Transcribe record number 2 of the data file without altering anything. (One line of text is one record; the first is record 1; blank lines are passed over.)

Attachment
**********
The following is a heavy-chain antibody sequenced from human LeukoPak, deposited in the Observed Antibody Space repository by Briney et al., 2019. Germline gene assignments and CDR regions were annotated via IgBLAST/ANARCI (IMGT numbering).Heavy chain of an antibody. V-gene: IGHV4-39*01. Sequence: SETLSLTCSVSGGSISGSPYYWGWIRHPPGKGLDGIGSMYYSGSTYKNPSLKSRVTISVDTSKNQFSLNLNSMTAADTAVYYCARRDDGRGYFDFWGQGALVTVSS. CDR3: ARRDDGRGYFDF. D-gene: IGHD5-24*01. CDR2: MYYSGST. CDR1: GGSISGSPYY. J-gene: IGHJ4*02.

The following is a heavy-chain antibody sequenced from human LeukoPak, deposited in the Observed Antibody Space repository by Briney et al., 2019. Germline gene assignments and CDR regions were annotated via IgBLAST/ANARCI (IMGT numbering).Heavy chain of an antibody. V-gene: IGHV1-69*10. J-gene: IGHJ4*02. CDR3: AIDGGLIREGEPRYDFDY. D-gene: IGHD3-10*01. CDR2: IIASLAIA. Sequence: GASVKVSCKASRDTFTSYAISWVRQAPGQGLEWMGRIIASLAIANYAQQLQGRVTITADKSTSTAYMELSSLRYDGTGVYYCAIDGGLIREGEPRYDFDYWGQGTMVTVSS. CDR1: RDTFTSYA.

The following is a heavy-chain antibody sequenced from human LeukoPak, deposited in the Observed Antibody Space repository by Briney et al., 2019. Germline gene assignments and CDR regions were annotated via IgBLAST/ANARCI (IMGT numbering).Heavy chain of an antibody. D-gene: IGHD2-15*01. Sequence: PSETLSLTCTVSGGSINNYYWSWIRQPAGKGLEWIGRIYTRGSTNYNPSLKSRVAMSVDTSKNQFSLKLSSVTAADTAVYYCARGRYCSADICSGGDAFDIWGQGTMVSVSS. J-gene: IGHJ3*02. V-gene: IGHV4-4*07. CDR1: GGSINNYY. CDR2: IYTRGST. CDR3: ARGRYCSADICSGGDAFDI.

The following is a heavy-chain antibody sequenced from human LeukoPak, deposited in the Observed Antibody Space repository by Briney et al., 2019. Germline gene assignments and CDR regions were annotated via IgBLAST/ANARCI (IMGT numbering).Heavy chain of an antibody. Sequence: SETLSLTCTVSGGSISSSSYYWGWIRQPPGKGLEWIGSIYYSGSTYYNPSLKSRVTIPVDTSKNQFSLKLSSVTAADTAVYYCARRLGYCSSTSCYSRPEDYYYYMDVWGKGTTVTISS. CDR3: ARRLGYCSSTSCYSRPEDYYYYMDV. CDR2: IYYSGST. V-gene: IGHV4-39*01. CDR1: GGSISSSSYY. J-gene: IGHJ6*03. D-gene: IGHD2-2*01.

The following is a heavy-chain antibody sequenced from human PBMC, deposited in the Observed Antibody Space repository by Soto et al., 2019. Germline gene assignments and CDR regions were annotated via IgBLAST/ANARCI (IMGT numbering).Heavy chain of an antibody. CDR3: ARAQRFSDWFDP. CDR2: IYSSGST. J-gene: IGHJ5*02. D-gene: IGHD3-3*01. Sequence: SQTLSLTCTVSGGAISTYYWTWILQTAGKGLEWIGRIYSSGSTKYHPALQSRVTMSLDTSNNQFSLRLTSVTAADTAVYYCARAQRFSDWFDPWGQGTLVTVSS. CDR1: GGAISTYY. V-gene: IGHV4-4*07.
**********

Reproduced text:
The following is a heavy-chain antibody sequenced from human LeukoPak, deposited in the Observed Antibody Space repository by Briney et al., 2019. Germline gene assignments and CDR regions were annotated via IgBLAST/ANARCI (IMGT numbering).Heavy chain of an antibody. V-gene: IGHV1-69*10. J-gene: IGHJ4*02. CDR3: AIDGGLIREGEPRYDFDY. D-gene: IGHD3-10*01. CDR2: IIASLAIA. Sequence: GASVKVSCKASRDTFTSYAISWVRQAPGQGLEWMGRIIASLAIANYAQQLQGRVTITADKSTSTAYMELSSLRYDGTGVYYCAIDGGLIREGEPRYDFDYWGQGTMVTVSS. CDR1: RDTFTSYA.